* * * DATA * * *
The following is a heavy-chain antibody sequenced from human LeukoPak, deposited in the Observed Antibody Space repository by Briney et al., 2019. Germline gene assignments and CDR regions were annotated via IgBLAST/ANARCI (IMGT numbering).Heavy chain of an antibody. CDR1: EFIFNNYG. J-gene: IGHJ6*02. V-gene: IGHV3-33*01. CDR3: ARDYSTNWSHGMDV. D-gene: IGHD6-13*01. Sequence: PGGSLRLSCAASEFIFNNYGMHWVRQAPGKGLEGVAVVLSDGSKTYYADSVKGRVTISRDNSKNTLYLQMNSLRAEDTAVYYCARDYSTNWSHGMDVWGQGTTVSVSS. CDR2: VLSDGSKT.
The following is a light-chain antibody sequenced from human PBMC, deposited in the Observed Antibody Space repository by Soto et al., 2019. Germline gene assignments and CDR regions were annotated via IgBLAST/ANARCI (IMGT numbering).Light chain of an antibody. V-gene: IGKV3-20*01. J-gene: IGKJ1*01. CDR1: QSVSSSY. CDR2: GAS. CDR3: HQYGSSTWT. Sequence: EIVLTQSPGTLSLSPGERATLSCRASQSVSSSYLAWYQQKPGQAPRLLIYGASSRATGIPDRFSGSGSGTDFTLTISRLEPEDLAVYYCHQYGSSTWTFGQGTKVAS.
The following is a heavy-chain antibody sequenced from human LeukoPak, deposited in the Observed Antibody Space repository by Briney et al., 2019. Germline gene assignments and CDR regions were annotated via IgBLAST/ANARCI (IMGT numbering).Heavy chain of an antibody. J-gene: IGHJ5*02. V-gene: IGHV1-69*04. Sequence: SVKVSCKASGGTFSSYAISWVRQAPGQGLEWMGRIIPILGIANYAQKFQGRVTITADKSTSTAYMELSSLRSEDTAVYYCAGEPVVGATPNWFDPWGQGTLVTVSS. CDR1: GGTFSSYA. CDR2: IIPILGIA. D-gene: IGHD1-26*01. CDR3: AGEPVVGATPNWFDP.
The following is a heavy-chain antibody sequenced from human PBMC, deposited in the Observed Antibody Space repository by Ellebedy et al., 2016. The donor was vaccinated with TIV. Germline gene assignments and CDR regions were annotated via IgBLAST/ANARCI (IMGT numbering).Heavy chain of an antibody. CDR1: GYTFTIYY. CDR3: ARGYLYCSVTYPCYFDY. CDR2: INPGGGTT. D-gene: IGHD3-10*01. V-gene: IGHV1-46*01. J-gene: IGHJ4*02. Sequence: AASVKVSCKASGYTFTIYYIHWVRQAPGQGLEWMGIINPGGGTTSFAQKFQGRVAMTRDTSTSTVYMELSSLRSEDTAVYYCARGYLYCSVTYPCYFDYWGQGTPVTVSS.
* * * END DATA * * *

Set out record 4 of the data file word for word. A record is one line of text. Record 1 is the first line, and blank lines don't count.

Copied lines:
The following is a heavy-chain antibody sequenced from human PBMC, deposited in the Observed Antibody Space repository by Ellebedy et al., 2016. The donor was vaccinated with TIV. Germline gene assignments and CDR regions were annotated via IgBLAST/ANARCI (IMGT numbering).Heavy chain of an antibody. CDR1: GYTFTIYY. CDR3: ARGYLYCSVTYPCYFDY. CDR2: INPGGGTT. D-gene: IGHD3-10*01. V-gene: IGHV1-46*01. J-gene: IGHJ4*02. Sequence: AASVKVSCKASGYTFTIYYIHWVRQAPGQGLEWMGIINPGGGTTSFAQKFQGRVAMTRDTSTSTVYMELSSLRSEDTAVYYCARGYLYCSVTYPCYFDYWGQGTPVTVSS.